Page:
By Jeff Mason
WASHINGTON (Reuters) - Warning of a potential "corporate takeover of our elections," President Barack Obama increased pressure on Congress on Saturday to pass reforms to limit companies' ability to influence political campaigns.
Obama's remarks, made in his weekly radio and Internet address, came after Democratic lawmakers introduced legislation on Thursday to blunt the impact of a January U.S. Supreme Court ruling that allows corporations, unions and other groups to spend unlimited funds on political campaigns.
Obama, who vehemently opposed the Supreme Court ruling and drew criticism for lambasting it in the presence of the court justices at his State of the Union address earlier this year, endorsed the new Democratic legislation and used strong language to encourage lawmakers to turn it into law.
"What we are facing is no less than a potential corporate takeover of our elections. And what is at stake is no less than the integrity of our democracy," he said.
The measures would require corporate, union and advocacy group leaders to disclose their names in TV ads. It would ban election spending by government contractors, companies with more than 20 percent foreign ownership and bank bailout recipients.
"Under the bill Congress will consider, we'll make sure that foreign corporations and foreign nationals are restricted from spending money to influence American elections, just as they were in the past -- even through U.S. subsidiaries," Obama said in the address.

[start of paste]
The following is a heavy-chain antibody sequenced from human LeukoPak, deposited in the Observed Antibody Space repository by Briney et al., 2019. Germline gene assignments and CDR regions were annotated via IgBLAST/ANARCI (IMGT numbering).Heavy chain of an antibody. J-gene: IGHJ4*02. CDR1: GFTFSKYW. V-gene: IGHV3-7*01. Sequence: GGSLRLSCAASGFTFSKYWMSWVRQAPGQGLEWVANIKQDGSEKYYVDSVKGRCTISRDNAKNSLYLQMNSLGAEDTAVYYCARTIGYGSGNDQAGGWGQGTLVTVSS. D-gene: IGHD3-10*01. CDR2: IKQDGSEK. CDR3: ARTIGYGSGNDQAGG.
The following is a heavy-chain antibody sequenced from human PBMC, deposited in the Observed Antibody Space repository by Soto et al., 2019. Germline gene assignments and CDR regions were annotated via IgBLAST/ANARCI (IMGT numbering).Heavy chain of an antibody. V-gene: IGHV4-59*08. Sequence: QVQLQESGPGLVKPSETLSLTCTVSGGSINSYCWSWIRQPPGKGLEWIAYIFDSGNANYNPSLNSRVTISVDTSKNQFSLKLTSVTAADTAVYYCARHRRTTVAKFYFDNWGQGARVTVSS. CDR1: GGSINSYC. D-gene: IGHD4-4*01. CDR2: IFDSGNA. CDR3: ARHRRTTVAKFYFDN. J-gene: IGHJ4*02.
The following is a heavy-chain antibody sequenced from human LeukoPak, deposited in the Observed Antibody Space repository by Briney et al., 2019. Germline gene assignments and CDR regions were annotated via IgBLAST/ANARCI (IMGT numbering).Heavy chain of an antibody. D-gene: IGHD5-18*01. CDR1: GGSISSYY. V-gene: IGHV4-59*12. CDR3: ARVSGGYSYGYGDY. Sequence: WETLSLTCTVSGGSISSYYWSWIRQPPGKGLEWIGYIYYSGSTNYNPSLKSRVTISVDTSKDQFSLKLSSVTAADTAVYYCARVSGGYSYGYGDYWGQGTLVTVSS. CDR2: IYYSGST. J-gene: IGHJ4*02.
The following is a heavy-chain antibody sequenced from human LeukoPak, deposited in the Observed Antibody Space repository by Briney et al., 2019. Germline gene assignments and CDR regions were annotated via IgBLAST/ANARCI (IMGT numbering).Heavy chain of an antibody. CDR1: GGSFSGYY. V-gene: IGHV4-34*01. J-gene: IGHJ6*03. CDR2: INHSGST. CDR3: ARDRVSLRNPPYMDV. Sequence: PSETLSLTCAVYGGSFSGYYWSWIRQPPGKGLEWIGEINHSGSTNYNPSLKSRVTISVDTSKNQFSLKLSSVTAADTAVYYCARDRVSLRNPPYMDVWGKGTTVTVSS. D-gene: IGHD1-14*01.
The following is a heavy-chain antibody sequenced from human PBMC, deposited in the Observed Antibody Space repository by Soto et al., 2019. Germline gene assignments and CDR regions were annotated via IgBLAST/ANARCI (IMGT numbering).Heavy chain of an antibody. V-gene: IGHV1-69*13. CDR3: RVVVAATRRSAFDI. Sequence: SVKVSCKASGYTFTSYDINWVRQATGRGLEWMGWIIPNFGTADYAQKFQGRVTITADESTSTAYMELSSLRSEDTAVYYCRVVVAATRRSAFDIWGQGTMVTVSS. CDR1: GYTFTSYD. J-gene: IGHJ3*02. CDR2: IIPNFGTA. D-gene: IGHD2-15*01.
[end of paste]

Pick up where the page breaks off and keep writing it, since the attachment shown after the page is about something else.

In its January decision, the court ruled 5-4 that long-standing campaign finance limits violated the free speech rights of corporations.
FLOOD OF MONEY
The court ruling is expected to unleash a flood of money from the traditionally pro-Republican business community to campaigns designed to favor or oppose candidates in this year's congressional elections and the 2012 presidential contest.
"This decision gives corporations and other special interests the power to spend unlimited amounts of money -- literally millions of dollars -- to affect elections throughout our country," Obama said of the ruling.
"This, in turn, will multiply their influence over decision-making in our government."
Senate Republican leader Mitch McConnell has criticized the bill as an effort to defy the court and disregard the protections for free speech.
Obama said organizations had the right to express their opinions but the rules were necessary for transparency.
"Now, of course every organization has every right in this country to make their voices heard," he said. "But the American people also have the right to know when some group like 'Citizens for a Better Future' is actually funded entirely by 'Corporations for Weaker Oversight.'"
Obama has accused lobbyists for banks, insurance companies and other corporate entities of fighting to block or weaken key legislative priorities including healthcare reform and measures to overhaul the rules that govern the financial industry.
(Additional reporting by David Morgan; editing by Mohammad Zargham)